Galway are fancied by most of the national media and pundits to defeat Sligo this Sunday in Pearse Stadium (2pm ) and go on and win the Connacht title. However, it is not a sure bet, as Sligo will be coming to Galway full of confidence and belief, expecting victory.
Momentum is most definitely with Sligo. They are on the back of a fine run of outings including the division three final over Antrim and their impressive win over Mayo in the Connacht Championship.
They have been promoted for the past two seasons from division four up to division two and that incremental progress and winning habit will leave them with a well of self-belief when the game gets tight next Sunday.
Their team has evolved fantastically under the guidance of Kevin Walsh and is a better side now than the one that went out narrowly to Liam Sammon’s team in last year’s championship.
Tony Taylor and Stephen Gilmartin have blended into a solid midfield partnership and their battle with Joe Bergin and Paul Doherty will be critical.
Sligo’s corner backs Charlie Harrison and Ross Donovan are terrific players and both Johnny Davey and Keenan Cawley really caught the eye against Mayo with their ability to win breaking ball and their sallies up the field. They need to be pegged back.
Up front David Kelly is a marvellous corner forward and Eamonn O’Hara and Alan Costello work well in the half-forward line - indeed O’Hara is often given a licence to roam and if he could be stopped in his tracks a few times, it would be a big dent to the Yeats men’s ambitions.
Galway will need to be extremely disciplined at the back too as Mark Brehony is a quality freetaker who is not afraid of pressure kicks.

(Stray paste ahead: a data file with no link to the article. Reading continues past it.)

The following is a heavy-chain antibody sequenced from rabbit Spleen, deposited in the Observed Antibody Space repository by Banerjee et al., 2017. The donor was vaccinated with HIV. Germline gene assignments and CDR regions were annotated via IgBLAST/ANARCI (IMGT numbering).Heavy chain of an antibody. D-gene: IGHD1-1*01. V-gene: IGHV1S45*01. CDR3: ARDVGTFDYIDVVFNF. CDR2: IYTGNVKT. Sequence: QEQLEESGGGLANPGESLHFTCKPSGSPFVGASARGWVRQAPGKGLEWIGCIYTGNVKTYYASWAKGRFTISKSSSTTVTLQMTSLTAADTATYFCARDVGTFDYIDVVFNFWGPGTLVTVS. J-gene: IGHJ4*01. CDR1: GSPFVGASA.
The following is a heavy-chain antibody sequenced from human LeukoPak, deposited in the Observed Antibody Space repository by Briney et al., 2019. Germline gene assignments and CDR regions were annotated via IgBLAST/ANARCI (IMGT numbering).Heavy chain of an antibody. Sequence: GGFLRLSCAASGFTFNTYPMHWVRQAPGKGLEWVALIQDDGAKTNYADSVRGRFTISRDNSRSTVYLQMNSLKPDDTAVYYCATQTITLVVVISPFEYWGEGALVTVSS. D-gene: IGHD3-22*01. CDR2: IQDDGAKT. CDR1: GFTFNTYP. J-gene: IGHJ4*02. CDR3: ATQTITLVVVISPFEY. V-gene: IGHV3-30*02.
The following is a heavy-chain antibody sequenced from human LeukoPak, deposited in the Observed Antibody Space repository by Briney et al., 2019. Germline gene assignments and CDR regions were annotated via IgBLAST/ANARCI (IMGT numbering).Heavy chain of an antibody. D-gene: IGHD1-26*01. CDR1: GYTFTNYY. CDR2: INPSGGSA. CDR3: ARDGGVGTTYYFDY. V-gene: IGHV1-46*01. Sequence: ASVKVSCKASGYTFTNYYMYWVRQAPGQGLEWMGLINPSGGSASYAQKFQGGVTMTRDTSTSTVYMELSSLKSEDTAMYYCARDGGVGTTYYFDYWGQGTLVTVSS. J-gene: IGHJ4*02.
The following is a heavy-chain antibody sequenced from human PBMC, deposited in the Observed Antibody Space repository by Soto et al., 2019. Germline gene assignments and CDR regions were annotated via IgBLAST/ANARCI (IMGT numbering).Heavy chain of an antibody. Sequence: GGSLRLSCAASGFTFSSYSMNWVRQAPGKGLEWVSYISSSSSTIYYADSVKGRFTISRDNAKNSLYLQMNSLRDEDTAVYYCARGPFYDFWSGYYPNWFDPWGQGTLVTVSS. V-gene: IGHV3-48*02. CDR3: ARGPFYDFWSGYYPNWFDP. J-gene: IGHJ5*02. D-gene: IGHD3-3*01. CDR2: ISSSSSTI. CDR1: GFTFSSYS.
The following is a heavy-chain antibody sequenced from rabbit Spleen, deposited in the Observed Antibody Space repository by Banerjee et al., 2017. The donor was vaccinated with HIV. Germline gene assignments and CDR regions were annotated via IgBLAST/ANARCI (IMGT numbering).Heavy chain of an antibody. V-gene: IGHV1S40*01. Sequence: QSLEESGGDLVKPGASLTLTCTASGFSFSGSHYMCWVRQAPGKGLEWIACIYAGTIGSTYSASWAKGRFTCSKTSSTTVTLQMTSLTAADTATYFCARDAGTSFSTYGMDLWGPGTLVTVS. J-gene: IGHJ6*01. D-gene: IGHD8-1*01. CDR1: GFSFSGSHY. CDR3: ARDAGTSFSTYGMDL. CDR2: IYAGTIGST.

The Galway team was not announced at the time of going to print, but it is expected to be along very similar lines to their two recent challenges against Offaly and Louth and the trial game held in Pearse Stadium last Sunday.
Alan Burke is expected to be given the onerous task of man-marking Kelly, while Kieran Fitzgerald will pick up the other corner forward with Finian Hanley in the number three jersey. Kevin Walsh is likely though to move Kelly into the edge of the square too at some stage in the game to see if his lightning pace could unsettle Finian.
The Galway forward division is set to include Padraic Joyce, Sean Armstrong and Gary Sice. The other positions will be taken up by a combination of players such as Fiachra Breathnach, Owen Concannon, Matt Clancy, Cormac Bane or Nicky Joyce, if he is available to play. The Killererin man could not train last Sunday and there are rumours in the county that he has suffered a knee injury that may keep him out of action.
The game has probably come a week too early for Michael Meehan, although he may be in a position to come in off the bench if required. In an ideal world that scenario should be avoided as it would be better to get some game time under his belt before going straight back into inter-county action. However if the fat is in the fire going into the third quarter, Kernan may have to throw Meehan into the frame and see if he could pick up where he left off in the league.
One advantage that Galway have is that the entire panel and management team will know they face a huge battle of will and skill if they are to advance to meet Roscommon in the Connacht final. Sligo liked the taste of their provincial success in 2007 and they want more of that feeling.
Galway will have to increase the tempo and work-rate enormously from what they showed in their first game against New York which they won 2-13 to 0-12.
The intervening eight weeks should have brought about a vast improvement from that performance and Kernan will be hopeful the hard work in Loughgeorge will bear fruit.
It is a very difficult game to call. Don’t expect much between these sides at the finish.
Galway will need Padraic Joyce to do the business for them once again and I would not expect Walsh to put Noel McGuire, who was given a torrid time by Alan Freeman, marking Joyce. Either Harrison or Donovan may pick him up.
Unless Joyce, Armstrong and Meehan, if he can play, produce the scores for Galway, they will be in trouble.
Unless Galway can really produce a really top-class performance, then a Sligo win is a distinct possibility.